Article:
Risk on, dollar lower
- Risk sentiment buoyed by Fed, stimulus hopes
- Dollar sinks to fresh lows
- Priti Patel says UK and EU in ‘tunnel’ negotiations
Solid start: market sentiment appears buoyed by hopes US lawmakers can strike a stimulus deal and Brexit talks are close to a breakthrough, albeit they are still hanging by a thread and the deadline is only two weeks away. European equities traded higher on Thursday, while US futures rallied and looked to open at record highs after the Fed signalled it will stand by the economy and keep the cash taps on.
The Fed will continue to buy $120bn of bonds until “substantial further progress has been made toward the Committee’s maximum employment and price stability goals”. This could be taken as a fairly hawkish statement, signalling the Fed’s readiness to slow the pace of asset purchases as soon as perhaps the middle of next year, by which time policymakers think people will be comfortable heading out. Moreover, the Fed did not expand asset purchases as some had called for, nor did it shift the focus of asset purchases to longer dated debt. However, Fed chair Jay Powell insisted that the Fed would do more if needed and suggested any inflation next year would be transitory. On the whole, this remains a very dovish bias, but policymakers upgraded their near-term economic forecasts. Markets were not unduly responsive to the statement, with the 10-year Treasury holding within the 0.925%-0.95% zone.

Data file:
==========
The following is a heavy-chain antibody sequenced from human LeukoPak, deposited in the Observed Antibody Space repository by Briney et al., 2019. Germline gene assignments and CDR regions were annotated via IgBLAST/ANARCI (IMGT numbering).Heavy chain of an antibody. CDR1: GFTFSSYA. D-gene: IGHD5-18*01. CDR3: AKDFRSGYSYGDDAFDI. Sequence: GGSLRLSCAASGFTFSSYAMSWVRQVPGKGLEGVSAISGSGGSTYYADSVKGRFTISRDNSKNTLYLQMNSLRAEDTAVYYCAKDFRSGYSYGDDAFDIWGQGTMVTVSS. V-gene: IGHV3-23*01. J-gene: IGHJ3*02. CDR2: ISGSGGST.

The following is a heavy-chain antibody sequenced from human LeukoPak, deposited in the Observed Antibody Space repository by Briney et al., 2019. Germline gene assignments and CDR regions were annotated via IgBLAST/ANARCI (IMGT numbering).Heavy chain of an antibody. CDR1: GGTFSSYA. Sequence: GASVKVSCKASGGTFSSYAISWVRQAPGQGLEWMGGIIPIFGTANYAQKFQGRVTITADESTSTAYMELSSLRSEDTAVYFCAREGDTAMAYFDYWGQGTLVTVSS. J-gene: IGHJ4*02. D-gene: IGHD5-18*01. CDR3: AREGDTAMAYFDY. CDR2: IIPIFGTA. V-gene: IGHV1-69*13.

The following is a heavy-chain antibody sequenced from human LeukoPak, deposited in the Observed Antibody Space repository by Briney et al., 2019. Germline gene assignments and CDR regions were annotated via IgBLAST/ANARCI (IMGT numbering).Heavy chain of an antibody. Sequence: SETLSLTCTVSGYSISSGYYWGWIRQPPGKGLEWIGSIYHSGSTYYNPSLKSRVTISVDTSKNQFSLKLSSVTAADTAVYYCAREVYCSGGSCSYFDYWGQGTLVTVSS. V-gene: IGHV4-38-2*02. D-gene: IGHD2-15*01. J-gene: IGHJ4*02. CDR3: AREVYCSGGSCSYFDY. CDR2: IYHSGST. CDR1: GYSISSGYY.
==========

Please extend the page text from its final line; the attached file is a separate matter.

US lawmakers are moving close to agreeing a $900bn Covid relief bill that could include $600 stimulus cheques and extended unemployment benefits. Both sides are sounding a lot more optimistic, but there is still some haggling over the finer details to be done before it is signed off.
Home secretary Priti Patel said the UK and EU were in tunnel negotiations. It’s not quite the breakthrough moment we’ve been waiting for since they’ve been some form of last-ditch closed-door talks for weeks. The pound traded higher.
Sterling advanced to make new highs vs the dollar amid swirling reports of progress and deadlock on the Brexit front, however the move seems to be more linked to dollar weakness than a new bout of pound strength. The dollar index broke down to its lowest since Apr 2018 under 90. This helped GBPUSD move clear of its recent highs at 1.3540 to 1.35850 this morning.
The Bank of England meets later and should signal it’s prepared to do more should financial conditions deteriorate in the New Year. The MPC voted through an additional £150bn in QE in November is not in a rush to pull any more strings just yet, particularly given the Brexit uncertainty. Any talk of negative rates will be jumped on by the market, but this should be a fairly quiet affair.
Crude oil prices rose after a big draw on US inventories lifted sentiment and reduced fears of a build-up of stocks ahead of the Christmas period. The draw of 3.15m barrels compared with a huge 15m build in the previous week. Gasoline inventories rose by 1m barrels, but this was less than expected. WTI (Jan) kicked on after the release and moved above $48 where it has held gains.